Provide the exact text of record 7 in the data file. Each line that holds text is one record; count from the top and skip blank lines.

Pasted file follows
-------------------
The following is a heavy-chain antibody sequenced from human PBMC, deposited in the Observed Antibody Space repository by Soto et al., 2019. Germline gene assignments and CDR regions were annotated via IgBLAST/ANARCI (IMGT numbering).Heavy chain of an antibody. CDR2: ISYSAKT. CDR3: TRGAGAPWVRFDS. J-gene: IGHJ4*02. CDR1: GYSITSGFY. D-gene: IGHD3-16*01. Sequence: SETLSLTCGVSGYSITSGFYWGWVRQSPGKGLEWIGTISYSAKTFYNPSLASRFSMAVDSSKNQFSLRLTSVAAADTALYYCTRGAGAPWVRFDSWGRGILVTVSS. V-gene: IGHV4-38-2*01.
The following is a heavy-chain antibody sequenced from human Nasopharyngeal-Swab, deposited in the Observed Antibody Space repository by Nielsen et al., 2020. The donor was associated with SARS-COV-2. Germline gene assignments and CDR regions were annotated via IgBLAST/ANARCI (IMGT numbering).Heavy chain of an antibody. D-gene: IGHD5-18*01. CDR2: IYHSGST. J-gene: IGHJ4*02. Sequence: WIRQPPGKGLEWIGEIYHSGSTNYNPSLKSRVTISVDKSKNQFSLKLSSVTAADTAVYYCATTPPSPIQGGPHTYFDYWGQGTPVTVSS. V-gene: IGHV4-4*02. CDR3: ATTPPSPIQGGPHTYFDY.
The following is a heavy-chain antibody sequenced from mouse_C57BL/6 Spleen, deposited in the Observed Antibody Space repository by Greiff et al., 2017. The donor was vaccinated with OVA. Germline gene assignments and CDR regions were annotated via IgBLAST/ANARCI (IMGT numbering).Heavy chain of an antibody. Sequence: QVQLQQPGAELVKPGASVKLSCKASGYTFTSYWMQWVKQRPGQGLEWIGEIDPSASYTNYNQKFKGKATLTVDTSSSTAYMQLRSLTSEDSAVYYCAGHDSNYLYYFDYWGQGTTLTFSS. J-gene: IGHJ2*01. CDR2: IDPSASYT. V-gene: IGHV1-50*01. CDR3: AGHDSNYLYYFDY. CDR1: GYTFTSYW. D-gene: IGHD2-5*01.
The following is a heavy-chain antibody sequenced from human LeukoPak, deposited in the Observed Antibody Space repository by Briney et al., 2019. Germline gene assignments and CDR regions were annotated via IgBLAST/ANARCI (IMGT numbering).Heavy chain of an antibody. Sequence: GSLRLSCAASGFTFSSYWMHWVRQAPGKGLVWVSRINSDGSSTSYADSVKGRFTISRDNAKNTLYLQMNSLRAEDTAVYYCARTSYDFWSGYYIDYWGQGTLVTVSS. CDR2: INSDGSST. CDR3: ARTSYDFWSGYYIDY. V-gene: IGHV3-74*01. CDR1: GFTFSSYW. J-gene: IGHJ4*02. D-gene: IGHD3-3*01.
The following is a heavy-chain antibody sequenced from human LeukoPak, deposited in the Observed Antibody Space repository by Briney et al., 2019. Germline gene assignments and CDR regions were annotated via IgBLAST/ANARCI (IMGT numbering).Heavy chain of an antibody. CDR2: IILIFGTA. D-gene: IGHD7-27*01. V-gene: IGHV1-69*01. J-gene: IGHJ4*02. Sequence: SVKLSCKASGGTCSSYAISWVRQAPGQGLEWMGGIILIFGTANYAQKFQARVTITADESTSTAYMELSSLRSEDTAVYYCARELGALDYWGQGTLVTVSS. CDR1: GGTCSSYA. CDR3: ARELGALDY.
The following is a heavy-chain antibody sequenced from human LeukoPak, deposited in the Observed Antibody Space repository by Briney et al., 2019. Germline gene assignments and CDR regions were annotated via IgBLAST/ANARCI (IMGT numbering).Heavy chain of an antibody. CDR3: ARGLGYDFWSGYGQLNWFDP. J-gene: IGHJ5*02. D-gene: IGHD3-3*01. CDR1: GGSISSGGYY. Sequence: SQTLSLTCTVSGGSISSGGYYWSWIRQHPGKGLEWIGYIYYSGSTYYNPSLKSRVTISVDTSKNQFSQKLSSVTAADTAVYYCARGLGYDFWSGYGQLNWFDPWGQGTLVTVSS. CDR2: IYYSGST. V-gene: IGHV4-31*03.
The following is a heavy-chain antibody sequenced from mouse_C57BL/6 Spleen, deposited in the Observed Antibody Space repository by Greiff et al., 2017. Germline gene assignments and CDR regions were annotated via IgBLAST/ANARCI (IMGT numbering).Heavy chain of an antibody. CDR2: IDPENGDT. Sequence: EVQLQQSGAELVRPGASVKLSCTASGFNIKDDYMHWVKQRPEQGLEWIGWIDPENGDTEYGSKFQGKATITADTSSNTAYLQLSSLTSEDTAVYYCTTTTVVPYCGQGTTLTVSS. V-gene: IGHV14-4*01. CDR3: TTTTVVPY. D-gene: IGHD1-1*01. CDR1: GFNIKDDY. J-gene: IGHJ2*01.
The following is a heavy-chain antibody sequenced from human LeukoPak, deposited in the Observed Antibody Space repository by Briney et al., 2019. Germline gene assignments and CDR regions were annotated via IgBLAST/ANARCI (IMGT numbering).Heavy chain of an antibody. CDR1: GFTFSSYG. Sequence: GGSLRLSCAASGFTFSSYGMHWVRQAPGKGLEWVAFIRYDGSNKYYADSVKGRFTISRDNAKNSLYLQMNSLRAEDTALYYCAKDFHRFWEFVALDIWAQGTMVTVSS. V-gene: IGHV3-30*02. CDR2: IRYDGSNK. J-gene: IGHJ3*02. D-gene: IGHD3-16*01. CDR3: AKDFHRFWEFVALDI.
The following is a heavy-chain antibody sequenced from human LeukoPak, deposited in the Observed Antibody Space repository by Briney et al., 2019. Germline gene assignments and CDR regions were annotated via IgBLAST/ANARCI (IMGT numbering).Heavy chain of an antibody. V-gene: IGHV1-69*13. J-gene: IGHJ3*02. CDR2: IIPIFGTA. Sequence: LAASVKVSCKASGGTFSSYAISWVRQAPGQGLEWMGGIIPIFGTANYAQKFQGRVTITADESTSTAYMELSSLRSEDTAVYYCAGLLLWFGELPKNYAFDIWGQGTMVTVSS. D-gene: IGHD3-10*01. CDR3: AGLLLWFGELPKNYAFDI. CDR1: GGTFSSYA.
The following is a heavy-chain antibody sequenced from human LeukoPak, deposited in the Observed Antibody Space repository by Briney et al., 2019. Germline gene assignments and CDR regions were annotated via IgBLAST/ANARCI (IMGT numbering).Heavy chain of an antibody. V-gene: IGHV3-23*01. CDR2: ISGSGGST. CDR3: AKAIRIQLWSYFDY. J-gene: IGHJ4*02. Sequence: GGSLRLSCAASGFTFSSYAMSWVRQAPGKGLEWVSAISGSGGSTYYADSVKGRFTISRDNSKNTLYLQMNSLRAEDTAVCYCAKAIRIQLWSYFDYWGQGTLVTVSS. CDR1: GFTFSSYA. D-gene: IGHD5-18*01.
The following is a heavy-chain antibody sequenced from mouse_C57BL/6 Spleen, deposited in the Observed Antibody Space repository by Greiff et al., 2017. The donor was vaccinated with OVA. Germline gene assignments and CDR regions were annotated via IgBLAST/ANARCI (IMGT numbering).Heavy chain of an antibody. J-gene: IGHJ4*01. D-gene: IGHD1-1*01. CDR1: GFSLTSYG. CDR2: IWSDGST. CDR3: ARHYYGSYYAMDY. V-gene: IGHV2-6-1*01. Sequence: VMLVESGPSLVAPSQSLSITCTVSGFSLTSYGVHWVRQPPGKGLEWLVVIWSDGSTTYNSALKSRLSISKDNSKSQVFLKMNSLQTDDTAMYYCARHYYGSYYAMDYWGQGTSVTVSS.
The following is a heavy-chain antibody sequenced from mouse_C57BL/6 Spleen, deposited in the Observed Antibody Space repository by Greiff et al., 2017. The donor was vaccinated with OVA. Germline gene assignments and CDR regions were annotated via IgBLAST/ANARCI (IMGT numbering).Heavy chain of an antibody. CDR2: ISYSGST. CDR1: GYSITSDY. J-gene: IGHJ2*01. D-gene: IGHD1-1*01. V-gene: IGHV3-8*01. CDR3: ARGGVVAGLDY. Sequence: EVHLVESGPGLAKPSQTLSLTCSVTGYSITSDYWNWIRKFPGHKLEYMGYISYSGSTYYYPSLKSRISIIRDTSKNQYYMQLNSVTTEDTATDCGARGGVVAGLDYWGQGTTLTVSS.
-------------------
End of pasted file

The following is a heavy-chain antibody sequenced from mouse_C57BL/6 Spleen, deposited in the Observed Antibody Space repository by Greiff et al., 2017. Germline gene assignments and CDR regions were annotated via IgBLAST/ANARCI (IMGT numbering).Heavy chain of an antibody. CDR2: IDPENGDT. Sequence: EVQLQQSGAELVRPGASVKLSCTASGFNIKDDYMHWVKQRPEQGLEWIGWIDPENGDTEYGSKFQGKATITADTSSNTAYLQLSSLTSEDTAVYYCTTTTVVPYCGQGTTLTVSS. V-gene: IGHV14-4*01. CDR3: TTTTVVPY. D-gene: IGHD1-1*01. CDR1: GFNIKDDY. J-gene: IGHJ2*01.